There’s something in the air in Buenos Aires. Take a look around any train carriage, any supermarket line, any crowd waiting at a crosswalk: a third of them will be sporting green handkerchiefs, usually tied to their bags or around their wrists. Most are young women, but many are older and many more are men. They may not know each other, but they exchange silent nods of acknowledgement and the odd thumbs-up. The simple gesture of flying the green is a revolutionary act, that of proudly wearing your politics on your sleeve in a country where many consider them an affront to their religion.
Argentina has a history of women driving political change. The legendary Mothers of the Plaza de Mayo well and truly led the civil resistance to the country’s military dictatorship of 1976–83, fearlessly protesting in the open at a time when speaking up was incredibly dangerous. They have since been instrumental in the continued campaign for justice for victims of the dictatorship, inspiring generations of activists.
Indeed, the shape of the green handkerchief (pañuelo verde) — the symbol of the pro-choice movement — is modeled on the Mothers’ world-famous triangular headscarf. The Mothers themselves appear quite happy with this — still politically active despite mostly being 80+, they are openly pro-choice and supportive of the movement.
This green take on a classic style originated in 2003. Feminist activists in Rosario, an inland city north of the capital, sought a symbol for their then-fringe campaign for legal abortion. While their first preference was pink, there just so happened to be more green fabric on hand. Little did they know that their impromptu compromise would eventually become an integral symbol for the pro-choice campaign and women’s rights in general. Now, the green handkerchief is distributed practically everywhere, from street corners to the halls of the country’s famously free public universities.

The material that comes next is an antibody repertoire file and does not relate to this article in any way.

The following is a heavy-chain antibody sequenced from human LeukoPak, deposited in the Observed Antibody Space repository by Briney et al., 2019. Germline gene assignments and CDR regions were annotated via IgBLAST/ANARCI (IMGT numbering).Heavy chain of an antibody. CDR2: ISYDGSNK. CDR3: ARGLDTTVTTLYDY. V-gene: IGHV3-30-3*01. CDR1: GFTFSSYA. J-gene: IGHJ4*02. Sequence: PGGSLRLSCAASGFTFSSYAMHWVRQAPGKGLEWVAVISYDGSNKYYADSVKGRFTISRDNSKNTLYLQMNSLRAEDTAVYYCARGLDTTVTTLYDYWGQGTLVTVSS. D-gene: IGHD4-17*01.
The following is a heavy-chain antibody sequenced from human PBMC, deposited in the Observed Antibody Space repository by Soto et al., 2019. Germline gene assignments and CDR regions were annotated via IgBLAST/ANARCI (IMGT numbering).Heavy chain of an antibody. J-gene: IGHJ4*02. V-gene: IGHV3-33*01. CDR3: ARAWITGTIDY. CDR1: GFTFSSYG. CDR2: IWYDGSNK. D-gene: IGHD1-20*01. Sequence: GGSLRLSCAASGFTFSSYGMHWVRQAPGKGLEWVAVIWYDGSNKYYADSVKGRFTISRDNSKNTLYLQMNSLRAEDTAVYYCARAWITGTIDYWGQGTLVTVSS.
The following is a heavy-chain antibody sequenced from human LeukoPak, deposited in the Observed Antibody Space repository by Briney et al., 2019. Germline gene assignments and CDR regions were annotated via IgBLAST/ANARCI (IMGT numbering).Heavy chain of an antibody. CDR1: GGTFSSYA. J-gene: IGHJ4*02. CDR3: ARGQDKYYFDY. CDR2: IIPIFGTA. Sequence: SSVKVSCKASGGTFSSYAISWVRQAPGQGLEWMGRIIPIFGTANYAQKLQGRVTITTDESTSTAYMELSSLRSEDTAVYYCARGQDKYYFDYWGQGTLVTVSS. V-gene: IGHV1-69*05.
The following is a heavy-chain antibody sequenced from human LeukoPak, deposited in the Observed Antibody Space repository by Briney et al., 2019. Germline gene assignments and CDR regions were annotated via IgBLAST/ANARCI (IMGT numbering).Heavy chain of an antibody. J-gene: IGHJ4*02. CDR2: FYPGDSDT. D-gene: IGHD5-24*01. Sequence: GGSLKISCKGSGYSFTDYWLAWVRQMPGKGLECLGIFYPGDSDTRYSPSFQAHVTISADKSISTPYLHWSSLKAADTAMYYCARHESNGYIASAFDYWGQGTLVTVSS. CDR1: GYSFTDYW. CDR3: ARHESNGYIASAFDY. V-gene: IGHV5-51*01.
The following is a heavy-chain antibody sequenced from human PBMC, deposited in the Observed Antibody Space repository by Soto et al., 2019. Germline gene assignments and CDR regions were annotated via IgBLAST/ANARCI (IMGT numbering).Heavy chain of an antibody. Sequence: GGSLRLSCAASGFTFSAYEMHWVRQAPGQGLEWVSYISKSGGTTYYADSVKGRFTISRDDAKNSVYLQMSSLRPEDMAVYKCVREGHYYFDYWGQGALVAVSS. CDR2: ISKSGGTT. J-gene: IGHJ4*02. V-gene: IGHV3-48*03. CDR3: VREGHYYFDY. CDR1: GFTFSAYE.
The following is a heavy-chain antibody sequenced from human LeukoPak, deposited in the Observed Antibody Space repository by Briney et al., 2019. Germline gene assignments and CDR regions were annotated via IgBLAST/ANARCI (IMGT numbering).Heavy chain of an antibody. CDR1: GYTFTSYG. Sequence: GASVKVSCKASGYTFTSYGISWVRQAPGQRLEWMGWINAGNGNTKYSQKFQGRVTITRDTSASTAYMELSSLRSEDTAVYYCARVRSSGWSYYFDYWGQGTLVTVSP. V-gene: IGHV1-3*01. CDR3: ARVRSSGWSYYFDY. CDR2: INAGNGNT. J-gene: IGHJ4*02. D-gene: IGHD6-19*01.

While some prefer to think otherwise, Argentina is still a very socially conservative country, particularly when it comes to sex and women’s issues. The majority of the population is Catholic, the influential church is still funded directly by the state, machismo remains pervasive, and old habits die very hard. Same-sex marriage was legalised in 2010 by a narrow margin, with only 53% of legislators voting in favour. Despite its passing, polls of society at large show that as many as 60% of Argentines were actually against it. The right to legal abortion is at least as divisive, only being supported by 40% of the population. And recently, a resurgent, church-led anti-sexual education movement has been festering.
Even in this hostile climate, the pro-choice campaign has grown rapidly, so fast that annual production of its signature green handkerchief increased from 8,000 to 200,000 units in just one year, a number that doesn’t include the millions-more ‘bootleg’ copies being peddled by street vendors. Its rise has been astronomical, a cascade effect of millions and millions of people being emboldened by the example of others and finally saying “ENOUGH!”
Of course, this didn’t come from nowhere. Despite the right to choose currently being its immediate focus, the movement is more about women’s issues in general. Many of these new activists were originally spurred into action by Not One Less (Ni Una Menos), a grassroots campaign against gendered violence that emerged in 2015, itself spreading across Latin America like wildfire. In a country with an estimated 450,000 clandestine abortions per year, where the leading cause of pregnancy-related death is unsafe abortion, it was only natural that the right to safe and legal termination would quickly take centre stage.
Mass protests, both organised and impromptu, have become very common and very, very green. Among them, they’ve included a large-scale mobilisation on International Women’s Day with a concurrent women’s strike. The participants are overwhelmingly female, mostly young, and have proven very influential. Cristina Fernández de Kirchner, current senator and former president who was vocally anti-abortion during her term, expressed the sentiments of many a convert: